I just finished putting more than 200 photos of ARCA action and drivers from
my time with that sanctioning body, plus some from before and after, on my own
Facebook page. I’m not telling you this to publicize it, although everybody is
welcome to look at them and enjoy. Some folks say I’m not just driven to the
past, I’m stuck in it.
Well, that may be true, but as I keep saying, I miss those days when it
seemed to be a simpler time. Racing has gotten much more sophisticated. The
cars are faster, the equipment is better – but I’m not so sure all of that is
good. I can recall Sterling Marlin saying, “It’s not fun anymore.”
OK, it’s a business now, at least at the top levels, but how many people at
the local track level make a living at it? Darn few, and that makes it a hobby
as far as I’m concerned.
Back in the day, as they say, even racing with organizations like ARCA and
ASA was a hobby for most of the field and was fun to nearly everybody. Late
model competitors at a lot of local tracks could make a few changes to their
cars and run with ARCA when they were in the neighborhood.
The same thing applied to ASA in the early 70s, and that was the whole idea
at the time. We called it “The Circuit of Champions” because most of the
competitors were champions in their own right in their own neighborhood.
Some of my best and fondest memories, as readers of this column have
learned, are from those days.
I plan to put more photos on my page, some from the earlier ASA days, and
some of those same guys running at local tracks all over. Taking photographs
off the internet is a hobby of mine, and one I really enjoy.
Anyway, the whole project got me to wondering when this deal got so serious.
The first I can remember noticing that things were getting a little stuffy
came in the late 60s at the Daytona ARCA race.
Jay Wyatt had taken his ZERO Dodge down there. This car was pretty famous
and darn near unbeatable in the Cincinnati area. The photo accompanying this
column shows how it showed up at the World Center of Racing.
Therein lies the rub.
John Marcum came out of the inspection shed with a downcast look on his
face, and I asked him what was wrong.
“They don’t want to pass Wyatt’s car.”
Naturally, I asked him what the problem was. NASCAR was handling the
inspection process, which I suppose was only proper since they had more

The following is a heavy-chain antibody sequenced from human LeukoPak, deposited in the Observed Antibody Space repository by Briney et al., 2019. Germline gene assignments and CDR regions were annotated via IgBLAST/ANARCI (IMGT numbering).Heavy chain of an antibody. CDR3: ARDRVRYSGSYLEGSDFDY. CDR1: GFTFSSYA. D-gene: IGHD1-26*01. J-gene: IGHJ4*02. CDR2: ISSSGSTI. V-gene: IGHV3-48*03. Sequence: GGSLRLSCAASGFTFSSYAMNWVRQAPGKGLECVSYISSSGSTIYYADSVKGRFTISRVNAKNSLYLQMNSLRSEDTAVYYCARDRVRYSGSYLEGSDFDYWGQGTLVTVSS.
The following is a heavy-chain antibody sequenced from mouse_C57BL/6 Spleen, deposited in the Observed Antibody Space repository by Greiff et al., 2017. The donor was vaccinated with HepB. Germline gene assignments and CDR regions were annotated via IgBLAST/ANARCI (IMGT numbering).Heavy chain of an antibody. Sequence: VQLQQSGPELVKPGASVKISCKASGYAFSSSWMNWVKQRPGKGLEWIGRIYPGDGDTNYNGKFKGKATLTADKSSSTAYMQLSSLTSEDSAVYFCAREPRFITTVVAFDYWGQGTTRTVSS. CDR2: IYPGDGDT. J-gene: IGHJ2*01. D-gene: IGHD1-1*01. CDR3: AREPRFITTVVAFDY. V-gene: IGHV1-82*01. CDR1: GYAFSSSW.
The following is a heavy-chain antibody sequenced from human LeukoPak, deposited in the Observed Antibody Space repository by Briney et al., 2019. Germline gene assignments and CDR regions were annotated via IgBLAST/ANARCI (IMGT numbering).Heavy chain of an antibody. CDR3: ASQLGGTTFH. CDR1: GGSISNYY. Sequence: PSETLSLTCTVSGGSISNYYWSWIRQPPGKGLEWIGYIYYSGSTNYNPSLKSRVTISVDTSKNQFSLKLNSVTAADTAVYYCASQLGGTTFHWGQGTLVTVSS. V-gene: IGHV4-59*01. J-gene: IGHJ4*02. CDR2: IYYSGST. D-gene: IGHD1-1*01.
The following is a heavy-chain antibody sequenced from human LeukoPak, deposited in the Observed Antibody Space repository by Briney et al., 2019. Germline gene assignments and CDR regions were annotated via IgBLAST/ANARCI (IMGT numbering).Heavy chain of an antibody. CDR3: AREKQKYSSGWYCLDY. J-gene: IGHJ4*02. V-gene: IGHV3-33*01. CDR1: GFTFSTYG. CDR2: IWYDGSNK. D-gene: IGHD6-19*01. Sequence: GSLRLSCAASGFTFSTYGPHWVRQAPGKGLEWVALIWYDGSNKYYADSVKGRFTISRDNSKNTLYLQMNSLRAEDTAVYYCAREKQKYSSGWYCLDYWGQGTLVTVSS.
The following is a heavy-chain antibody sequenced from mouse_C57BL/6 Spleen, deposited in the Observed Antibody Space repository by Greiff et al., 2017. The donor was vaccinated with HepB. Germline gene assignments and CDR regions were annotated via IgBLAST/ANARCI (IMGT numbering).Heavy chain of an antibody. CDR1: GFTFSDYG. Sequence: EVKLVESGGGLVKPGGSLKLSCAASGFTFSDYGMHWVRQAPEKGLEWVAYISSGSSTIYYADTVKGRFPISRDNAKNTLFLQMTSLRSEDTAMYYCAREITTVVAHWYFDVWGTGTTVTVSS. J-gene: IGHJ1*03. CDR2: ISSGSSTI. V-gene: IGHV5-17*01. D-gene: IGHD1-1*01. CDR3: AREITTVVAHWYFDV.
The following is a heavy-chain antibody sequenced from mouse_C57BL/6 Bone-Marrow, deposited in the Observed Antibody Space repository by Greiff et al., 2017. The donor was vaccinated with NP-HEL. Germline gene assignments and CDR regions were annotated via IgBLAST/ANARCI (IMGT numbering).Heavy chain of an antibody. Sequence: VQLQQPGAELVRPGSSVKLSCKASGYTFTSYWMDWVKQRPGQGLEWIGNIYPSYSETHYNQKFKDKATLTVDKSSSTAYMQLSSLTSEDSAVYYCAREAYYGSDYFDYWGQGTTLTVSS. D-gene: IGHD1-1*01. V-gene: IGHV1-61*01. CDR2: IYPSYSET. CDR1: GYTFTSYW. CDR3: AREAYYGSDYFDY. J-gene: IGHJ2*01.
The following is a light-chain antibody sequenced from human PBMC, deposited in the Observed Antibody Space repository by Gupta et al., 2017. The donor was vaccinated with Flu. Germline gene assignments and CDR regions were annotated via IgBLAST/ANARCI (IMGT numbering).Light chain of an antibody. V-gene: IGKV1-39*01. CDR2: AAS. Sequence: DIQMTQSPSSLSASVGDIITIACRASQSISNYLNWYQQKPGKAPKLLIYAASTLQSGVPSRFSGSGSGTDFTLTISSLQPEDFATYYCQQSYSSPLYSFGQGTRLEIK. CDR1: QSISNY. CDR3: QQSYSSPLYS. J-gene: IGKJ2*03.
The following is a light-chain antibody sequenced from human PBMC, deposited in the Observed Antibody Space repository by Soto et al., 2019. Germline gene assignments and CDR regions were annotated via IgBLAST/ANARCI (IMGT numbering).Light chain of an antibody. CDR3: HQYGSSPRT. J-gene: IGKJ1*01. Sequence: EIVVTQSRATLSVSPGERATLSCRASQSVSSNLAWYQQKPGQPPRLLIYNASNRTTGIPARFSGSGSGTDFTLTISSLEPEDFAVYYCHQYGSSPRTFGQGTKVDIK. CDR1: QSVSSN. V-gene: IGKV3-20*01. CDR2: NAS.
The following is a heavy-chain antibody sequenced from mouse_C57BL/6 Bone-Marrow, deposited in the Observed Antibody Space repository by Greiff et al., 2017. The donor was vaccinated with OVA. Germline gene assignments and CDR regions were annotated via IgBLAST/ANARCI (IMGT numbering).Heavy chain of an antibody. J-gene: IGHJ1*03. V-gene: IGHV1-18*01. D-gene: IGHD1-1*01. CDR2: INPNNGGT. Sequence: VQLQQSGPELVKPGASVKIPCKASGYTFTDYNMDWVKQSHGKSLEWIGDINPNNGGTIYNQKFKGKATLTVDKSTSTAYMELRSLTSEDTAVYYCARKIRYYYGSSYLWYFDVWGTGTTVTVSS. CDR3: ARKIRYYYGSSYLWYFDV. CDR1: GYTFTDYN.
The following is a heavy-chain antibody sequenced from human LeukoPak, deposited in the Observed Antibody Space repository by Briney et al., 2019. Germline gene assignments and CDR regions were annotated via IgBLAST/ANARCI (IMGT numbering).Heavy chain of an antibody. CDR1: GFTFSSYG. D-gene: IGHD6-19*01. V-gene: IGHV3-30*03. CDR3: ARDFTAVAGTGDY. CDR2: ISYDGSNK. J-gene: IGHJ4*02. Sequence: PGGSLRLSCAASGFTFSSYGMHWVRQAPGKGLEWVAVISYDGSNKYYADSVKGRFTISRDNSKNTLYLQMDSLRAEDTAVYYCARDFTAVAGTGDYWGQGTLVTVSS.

experience with what was required to make a car safe at that place.
Turned out it didn’t have anything to do with safety. Or performance.
They said the ‘ZERO’ on the side of the car didn’t constitute a valid
We didn’t have a “0,” so what was wrong with just using that on the
After some thought, I looked John up and gave him an idea.
“Why don’t you tell them that only the O is a number, and ZER is one of the
Then I suggested that he tell them it was HIS sanctioning body, and HE
approved the numbers, and THEY should confine themselves to safety and technical
Well, the final result was that Jay got to run that car as it is seen in the
I don’t know just exactly what John told them, but I suspect that the fact
Marcum and Big Bill France were good friends had something to do with it.
As I recall, Wyatt was leading the race by a big margin when something went
wrong. Probably the engine. Jay was one of those guys whose throttle had two
settings – open and shut.
- – - – - – - –
One of my other memories comes from sitting in on an ARCA drivers’ meeting
before the 1965 race at Daytona.
They used to have a couple of NASCAR veterans speak to the guys about the
nuances of driving that place.
Bear in mind that this was only the seventh year for the place, but those
veterans had obviously learned a lot in those years – and most of the ARCA
drivers hadn’t been on anything like that track.
Darel Dieringer was the head schoolmaster at this meeting, and he gave out
some great pointers.
On drafting, he said the thing a driver had to know was just where to be if
his car was tight or loose. Bear in mind, all this may have changed in the
years since, but it made sense to me at the time.
“If you’re loose, you should be the car in front because it’ll bring your
rear end into line behind you,” he said. “If you’re tight, you need to follow.
It’ll help the front end.”
On picking a drafting partner, Darel said, “If you get up behind a guy and
he’s up the banking, then down the banking, inside, then outside, forget it.
Drop him like a bad habit and go find another dancing partner, because if he
gets in trouble you’re going to be part of it.”
And finally, on the fine art of slingshotting, and the accepted procedure at
“If you pull it off, say on the backstretch, just make sure your car is
handling well. Because when you drop down below that guy and go sailing into
Turn Three, you’re gonna to be going twenty miles an hour faster than you’ve
ever gone in your life!”
I don’t know if it was intended to scare them or what, but it would
certainly have gotten my attention.
©2000 - 2008 John Potts and Frontstetch.com. Thanks for visiting the Frontstretch!